Greed is the common theme discussed with our two guests. First, Ralph talks to Maryland Congressman Jamie Raskin about CEO pay, progress on the minimum wage, and the possibility of impeaching Donald Trump. Then, advocate Jamie Love explains how greedy drug companies get away with gouging patients who need life-saving drugs.
Congressman Jamie Raskin is a returning Member of the House Judiciary Committee, the Committee on Oversight and Reform, and the Committee on House Administration. He is a new Member of the House Committee on Rules. For more than twenty-five years, Congressman Raskin has been a professor of constitutional law at American University’s Washington College of Law and has authored several books, including the bestseller “Overruling Democracy: The Supreme Court versus the American People” and the highly-acclaimed “We the Students: Supreme Court Cases For and About America’s Students.”
“Adam Smith, who was not only the author of “Wealth of Nations” but “The Theory of Moral Sentiments,” basically said the market has a place, but you’ve got to discipline it according to the other values of society. You’ve got to invest in education for young people and invest in older people. You’ve got to put it in a neighborhood of values that makes a real community. But Donald Trump is a reflection of a society where everything is for sale and market values trump everything else.”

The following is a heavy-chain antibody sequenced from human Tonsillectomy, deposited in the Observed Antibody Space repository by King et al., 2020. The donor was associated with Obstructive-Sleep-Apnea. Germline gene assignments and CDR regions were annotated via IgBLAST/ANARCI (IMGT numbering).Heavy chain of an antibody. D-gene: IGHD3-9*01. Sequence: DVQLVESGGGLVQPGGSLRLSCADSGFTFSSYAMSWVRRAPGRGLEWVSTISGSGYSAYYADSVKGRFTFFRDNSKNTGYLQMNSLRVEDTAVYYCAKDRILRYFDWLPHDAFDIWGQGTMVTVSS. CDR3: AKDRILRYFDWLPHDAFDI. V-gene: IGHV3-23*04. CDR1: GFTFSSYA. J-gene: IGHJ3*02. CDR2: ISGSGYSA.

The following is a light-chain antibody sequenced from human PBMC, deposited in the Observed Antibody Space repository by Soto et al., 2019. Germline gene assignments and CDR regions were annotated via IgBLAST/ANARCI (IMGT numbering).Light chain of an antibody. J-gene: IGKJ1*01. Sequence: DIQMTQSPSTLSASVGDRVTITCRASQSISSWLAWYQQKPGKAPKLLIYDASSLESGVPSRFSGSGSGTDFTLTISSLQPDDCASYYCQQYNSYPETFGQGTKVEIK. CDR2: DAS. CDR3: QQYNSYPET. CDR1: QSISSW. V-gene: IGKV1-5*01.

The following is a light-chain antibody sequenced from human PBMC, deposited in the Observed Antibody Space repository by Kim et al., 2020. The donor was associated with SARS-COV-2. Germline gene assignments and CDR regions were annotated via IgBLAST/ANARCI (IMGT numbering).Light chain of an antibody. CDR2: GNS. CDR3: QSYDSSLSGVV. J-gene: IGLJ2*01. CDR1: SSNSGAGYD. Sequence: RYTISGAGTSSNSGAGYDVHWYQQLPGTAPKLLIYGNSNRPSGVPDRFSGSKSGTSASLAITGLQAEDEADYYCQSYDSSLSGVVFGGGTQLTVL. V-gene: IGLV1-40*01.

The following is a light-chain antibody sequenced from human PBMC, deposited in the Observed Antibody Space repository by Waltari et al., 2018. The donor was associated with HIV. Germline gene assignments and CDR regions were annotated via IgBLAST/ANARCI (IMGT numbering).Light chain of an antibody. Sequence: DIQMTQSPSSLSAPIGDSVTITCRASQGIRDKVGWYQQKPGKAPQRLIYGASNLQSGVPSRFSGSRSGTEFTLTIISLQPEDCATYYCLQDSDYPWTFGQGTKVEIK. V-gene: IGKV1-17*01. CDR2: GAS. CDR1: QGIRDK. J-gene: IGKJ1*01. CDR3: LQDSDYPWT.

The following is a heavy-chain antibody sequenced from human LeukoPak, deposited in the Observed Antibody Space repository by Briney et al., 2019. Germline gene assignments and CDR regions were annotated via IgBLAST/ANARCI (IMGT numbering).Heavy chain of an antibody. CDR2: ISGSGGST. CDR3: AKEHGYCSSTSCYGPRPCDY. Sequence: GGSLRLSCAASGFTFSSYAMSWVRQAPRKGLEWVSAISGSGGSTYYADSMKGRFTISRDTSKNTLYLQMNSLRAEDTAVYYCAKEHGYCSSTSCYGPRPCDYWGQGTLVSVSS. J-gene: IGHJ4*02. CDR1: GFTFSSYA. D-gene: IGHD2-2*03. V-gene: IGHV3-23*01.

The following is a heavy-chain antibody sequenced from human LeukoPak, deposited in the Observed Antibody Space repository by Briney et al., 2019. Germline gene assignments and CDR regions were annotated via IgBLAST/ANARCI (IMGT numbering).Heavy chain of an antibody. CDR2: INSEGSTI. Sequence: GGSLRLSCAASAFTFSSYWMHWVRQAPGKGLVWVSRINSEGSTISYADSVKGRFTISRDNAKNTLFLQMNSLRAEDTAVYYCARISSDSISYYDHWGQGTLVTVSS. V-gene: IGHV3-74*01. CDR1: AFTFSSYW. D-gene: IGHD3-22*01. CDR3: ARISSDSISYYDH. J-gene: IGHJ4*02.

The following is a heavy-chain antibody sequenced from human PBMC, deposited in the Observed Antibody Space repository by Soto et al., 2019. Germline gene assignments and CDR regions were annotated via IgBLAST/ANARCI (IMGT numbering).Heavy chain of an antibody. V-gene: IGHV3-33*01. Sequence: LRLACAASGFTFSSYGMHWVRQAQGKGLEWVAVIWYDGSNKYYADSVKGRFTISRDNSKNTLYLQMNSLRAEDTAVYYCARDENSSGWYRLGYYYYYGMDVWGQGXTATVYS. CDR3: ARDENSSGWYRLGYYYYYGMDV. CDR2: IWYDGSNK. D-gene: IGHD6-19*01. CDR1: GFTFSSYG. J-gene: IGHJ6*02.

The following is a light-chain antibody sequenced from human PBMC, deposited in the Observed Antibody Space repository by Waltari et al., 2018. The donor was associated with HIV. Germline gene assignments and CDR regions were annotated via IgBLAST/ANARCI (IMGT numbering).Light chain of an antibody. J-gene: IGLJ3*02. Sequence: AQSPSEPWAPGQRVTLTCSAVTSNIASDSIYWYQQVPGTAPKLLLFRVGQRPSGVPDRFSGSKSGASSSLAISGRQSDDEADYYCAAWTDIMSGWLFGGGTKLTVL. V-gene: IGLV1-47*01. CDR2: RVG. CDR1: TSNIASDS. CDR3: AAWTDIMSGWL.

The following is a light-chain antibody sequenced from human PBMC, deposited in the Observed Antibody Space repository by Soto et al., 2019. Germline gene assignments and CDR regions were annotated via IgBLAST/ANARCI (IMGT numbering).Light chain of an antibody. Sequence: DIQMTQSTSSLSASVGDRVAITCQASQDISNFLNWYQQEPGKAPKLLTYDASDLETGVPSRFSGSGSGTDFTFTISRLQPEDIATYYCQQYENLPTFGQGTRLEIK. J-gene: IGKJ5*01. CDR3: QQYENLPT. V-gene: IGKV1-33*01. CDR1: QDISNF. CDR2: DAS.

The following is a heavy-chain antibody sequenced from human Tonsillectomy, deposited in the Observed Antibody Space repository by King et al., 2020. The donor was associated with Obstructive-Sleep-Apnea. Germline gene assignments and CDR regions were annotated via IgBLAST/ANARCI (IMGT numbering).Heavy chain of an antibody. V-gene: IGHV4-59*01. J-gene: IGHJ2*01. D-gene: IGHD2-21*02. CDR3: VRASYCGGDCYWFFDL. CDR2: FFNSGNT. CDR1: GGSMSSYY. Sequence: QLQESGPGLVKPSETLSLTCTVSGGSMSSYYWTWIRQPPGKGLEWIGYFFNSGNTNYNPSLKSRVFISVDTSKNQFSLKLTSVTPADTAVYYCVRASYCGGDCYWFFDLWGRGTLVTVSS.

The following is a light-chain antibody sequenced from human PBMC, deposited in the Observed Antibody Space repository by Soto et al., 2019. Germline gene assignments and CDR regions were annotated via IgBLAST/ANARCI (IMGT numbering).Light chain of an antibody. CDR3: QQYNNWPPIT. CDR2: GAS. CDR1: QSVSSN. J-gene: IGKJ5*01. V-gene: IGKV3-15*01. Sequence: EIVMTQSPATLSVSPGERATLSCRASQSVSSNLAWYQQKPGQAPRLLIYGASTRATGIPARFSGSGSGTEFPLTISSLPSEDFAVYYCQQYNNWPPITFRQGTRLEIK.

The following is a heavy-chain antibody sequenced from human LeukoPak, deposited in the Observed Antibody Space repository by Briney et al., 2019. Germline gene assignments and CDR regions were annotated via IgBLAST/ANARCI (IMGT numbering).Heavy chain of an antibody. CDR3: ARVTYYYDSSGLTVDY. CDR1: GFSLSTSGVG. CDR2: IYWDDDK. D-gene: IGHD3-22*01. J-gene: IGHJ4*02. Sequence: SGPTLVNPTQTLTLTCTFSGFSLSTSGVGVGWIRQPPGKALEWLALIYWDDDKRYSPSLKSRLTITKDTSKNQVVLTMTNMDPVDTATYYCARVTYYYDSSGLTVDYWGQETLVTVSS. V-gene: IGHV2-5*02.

Maryland Congressman Jamie Raskin
James Love is the Director of Knowledge Ecology International. The current focus of KEI is on the financing of research and development, intellectual property rights, prices for and access to new drugs, vaccines, and other medical technologies. Mr. Love also advises UN agencies, national governments, international and regional intergovernmental organizations, and public health NGOs.
“In most countries, you’re not allowed to raise the price of drugs beyond the rate of general inflation without some special justification. The U.S. is really an outlier in the ability to let companies do whatever they want in terms of raising prices. There are problems everywhere with drug prices, but the U.S. has the distinction of having the worst system in the world.”
Jamie Love, Director of Knowledge Ecology International